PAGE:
How to: Serverless, AWS Lambda and Rust

Table of Contents

Foreword

Why Rust

Rust has just become 5 years old ( see blog post). Along with many features the language brings there are a few reasons that stand out on why you should consider learning or even using the Rust programming language and ecosystem in your projects.
The most prominent feature of Rust is it’s type system with the outstanding ownership model and the lack of a garbage collector (which is a very positive property). This allows the Rust compiler to detect race conditions and more at compile time. This is a huge improvement over the more traditional runtime exceptions that lead to unexpected behaviour. This is also one of the many reasons, big companies and institutions use Rust for their projects or refactorings, see the Servo engine (Mozilla Research).
For more information about the many awesome features the Rust language has, see the Rust homepage https://www.rust-lang.org.

Why AWS and Lambda

Serverless approaches using a “Function as a service” approach are very attractive to everyone who does not want to worry about infrastructure and machines, updating packages via apt or rotating SSH certificates for remote connection and debugging / logging.
In a Cloud environment, where everything is interconnected, you usually want to focus on the #1 main thing a software engineer should do. Solving problems. Everything that distracts you from this #1 goal should be avoided. This is a long ongoing trend already. Today it is quite easy to implement a software, let’s say using the Go programming language for example, and write a microservice that is RESTful. You do not need to manage any registers manually (thanks to a higher level programming language) or mess around with network protocols (thanks to many libraries that exist to handle this for you). You solely focus on solving your problem. By the way, the people that write the libraries that you may use have this problem to solve. So in some way, you both are doing the exact same thing whereas it is maybe just another layer of abstraction or type of problem.
Mostly thoughm when writing software I do not want to worry about operating it. At least not when it comes to running it. This should just be working. This is kind of the same argument why people still buy Apple products and accept the vendor lock in that comes with that. It is simply working (I know this can be argued about).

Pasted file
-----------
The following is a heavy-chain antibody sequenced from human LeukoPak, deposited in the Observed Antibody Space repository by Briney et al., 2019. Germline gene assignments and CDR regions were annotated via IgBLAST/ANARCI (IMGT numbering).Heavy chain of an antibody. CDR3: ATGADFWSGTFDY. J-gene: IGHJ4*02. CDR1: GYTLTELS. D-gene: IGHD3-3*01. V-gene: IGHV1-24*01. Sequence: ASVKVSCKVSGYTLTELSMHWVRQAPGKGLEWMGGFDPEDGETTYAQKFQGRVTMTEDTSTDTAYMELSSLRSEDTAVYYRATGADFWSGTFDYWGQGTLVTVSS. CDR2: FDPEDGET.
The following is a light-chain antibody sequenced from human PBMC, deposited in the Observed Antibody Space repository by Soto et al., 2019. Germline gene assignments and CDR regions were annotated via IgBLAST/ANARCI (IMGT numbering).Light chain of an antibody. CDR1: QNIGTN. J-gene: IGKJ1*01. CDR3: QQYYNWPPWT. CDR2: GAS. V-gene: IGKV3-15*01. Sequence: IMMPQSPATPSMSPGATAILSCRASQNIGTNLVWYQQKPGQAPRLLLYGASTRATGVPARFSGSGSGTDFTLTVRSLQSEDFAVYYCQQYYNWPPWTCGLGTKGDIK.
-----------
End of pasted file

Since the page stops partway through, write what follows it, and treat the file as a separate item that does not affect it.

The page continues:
Amazon AWS (but also other competitors like Microsoft Azure) and especially their Lambda service for running software in a Faas fashion enables you to do exactly that. By stripping your work from all the obsolete, redundant and annoying tasks that operating software in a secure and reliable manner brings with it, you can focus more on solving your actual problem.

It now works with AWS Lambda

The relatively new AWS Lambda Rust Runtime (GitHub) provides a working runtime environment for Rust programs to be executed in. This runtime can be added as a dependency to your Cargo.toml and works out of the box. You will not really be able to communicate with other AWS services in a good way though, as this crate only provides the runtime and not AWS service bindings. For that, use the Rusoto project (GitHub). This crate provides bindings for all common AWS services including S3, Lambda, DynamoDB and more. An interesting fact is that the crates is generated based on the botocore service manifests.

Setup

Prerequisites

Serverless

Serverless is a framework that let’s you easily manage cloud infrastructure and deployments. It also offers an integration with localstack in order to deploy and test your infrastructure locally. Install via:

brew install serverless

or

yarn add -g --dev serverless

You will also need serverless-localstack. Install via:

yarn add --dev serverless-localstack
serverless plugin install --name serverless-localstack

Localstack

Localstack is a local AWS mock project which mocks all commonly used services like S3, Lambda, DynamoDB and more. Install via:

pip install localstack

MACOS
If your are developing on MacOS then you will need to add the /var folder to your shared paths in the Docker config. This is not done easily though because /var is actually /private/var/ and since the docker daemon uses Finder to select the path, you can not add /var. You will need to go to the docker daemon settings and edit the file using an editor.

vim ~/Library/Group\ Containers/group.com.docker/settings.json

Here, edit the filesharingDirectories array to also include /var/folders sothat it looks as follows:

"filesharingDirectories" : [
    [...],
    "\/var\/folders",
    "\/private\/var\/folders"
],

AWS CLI local

This tool is a wrapper around AWS CLI that automatically targets localstack. Install via:

pip install awscli-local

Bootstrapping

To bootstrap your development, you can use the AWS Movies template repository. This will get you started with your initial setup. All you now need to do is invoke following commands inside this repo:

  1. localstack start
    Do this from a separate terminal since this command is blocking.
  2. make build
    This builds all the binaries and artifacts.
  3. serverless deploy
    This automatically deploys to the dev stage, which is mapped to your running instance of localstack.
  4. make test
    This invokes a python script which is used to test the endpoints.

NOTE
In order to deploy to other stages, simply add the --stage ${stage} flag to the serverless deploy command. In order to change the region, add --region ${region}. Default values are dev for stage and us-east-1 for region.
You will need to setup proper authentication for serverless and aws in order to deploy to the cloud. I recommend simply using the aws-cli and invoking aws configure to do so.


Heiko A. Weber
Heiko A. Weber
Administrator

I do things.

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